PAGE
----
By the time the Nazis came to power, Jewish youth movements in Germany ideologically consisted of two branches: groups with a strong orientation toward the German youth movement, and Zionist youth groups (religious and secular) including the secular He-halutz (pioneer) movement, whose major goal was preparing young people for immigration to Palestine. The international He-halutz movement began during World War I. In 1935, 4,500 youth in Germany were trained in He-halutz centers, particularly in agriculture.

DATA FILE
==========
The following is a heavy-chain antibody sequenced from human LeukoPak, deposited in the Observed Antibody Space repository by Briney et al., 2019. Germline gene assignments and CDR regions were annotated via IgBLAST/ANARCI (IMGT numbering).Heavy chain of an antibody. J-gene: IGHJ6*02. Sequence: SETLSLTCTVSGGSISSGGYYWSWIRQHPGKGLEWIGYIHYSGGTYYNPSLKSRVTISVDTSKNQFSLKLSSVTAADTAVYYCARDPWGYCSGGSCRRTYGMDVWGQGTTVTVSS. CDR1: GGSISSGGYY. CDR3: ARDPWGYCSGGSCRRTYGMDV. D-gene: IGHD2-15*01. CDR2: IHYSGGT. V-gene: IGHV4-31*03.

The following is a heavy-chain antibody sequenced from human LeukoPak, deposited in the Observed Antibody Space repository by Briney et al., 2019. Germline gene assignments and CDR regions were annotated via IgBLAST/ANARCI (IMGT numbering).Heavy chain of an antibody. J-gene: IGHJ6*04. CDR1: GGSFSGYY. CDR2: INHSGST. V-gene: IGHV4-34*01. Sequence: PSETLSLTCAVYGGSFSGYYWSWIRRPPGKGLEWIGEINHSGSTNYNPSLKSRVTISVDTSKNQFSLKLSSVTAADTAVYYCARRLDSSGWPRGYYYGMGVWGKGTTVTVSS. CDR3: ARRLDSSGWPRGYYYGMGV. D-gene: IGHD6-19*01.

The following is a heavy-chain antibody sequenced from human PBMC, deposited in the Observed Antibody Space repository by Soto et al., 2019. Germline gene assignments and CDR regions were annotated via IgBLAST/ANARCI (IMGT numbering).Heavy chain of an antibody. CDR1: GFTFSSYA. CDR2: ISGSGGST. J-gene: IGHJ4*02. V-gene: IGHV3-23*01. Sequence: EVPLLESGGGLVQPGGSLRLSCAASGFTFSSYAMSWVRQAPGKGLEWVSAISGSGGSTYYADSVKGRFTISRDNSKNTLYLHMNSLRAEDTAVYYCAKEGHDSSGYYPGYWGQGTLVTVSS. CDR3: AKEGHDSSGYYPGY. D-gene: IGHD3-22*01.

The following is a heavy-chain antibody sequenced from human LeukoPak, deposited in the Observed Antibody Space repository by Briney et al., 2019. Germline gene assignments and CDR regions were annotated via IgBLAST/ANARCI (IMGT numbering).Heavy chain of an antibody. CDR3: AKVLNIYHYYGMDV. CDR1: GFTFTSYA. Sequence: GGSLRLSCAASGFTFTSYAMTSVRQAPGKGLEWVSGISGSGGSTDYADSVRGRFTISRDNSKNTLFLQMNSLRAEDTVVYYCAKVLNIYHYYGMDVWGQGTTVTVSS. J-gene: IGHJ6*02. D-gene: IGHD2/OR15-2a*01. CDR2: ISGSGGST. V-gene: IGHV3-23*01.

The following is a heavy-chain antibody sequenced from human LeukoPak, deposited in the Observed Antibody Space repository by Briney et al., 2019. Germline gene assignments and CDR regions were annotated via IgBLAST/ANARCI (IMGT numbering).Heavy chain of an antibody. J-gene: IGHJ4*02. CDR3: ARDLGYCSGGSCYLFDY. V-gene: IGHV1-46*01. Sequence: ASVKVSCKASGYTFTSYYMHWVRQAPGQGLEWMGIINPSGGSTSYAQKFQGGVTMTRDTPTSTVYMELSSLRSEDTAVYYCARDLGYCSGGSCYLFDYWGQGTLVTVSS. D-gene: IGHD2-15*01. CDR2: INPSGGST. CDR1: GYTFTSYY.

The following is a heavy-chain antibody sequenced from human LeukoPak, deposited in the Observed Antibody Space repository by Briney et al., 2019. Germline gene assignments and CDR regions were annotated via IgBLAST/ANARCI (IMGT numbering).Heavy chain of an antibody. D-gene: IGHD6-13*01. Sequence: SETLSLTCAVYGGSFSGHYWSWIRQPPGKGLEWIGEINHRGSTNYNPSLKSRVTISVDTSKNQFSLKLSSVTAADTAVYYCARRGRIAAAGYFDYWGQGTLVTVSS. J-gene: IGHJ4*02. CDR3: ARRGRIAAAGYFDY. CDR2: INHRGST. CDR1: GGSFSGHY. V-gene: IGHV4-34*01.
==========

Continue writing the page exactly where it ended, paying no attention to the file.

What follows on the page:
Nazi policy on Jewish youth organizations was not consistent, but often was aimed at isolating them from German youth groups, and discouraging their efforts in support of Jews staying in Germany. Zionist groups often were tolerated or even encouraged since they supported and provided training for emigration. In 1936, the Nazis prohibited all non-Zionist groups, which led to considerable growth for the Zionist youth movement. During that year, membership rose to approximately 50,000 young Jews in Germany. The Zionist youth groups maintained their own way of life, including their physical, social, ideological, and cultural activities, despite deteriorating conditions and restrictions imposed on Jews.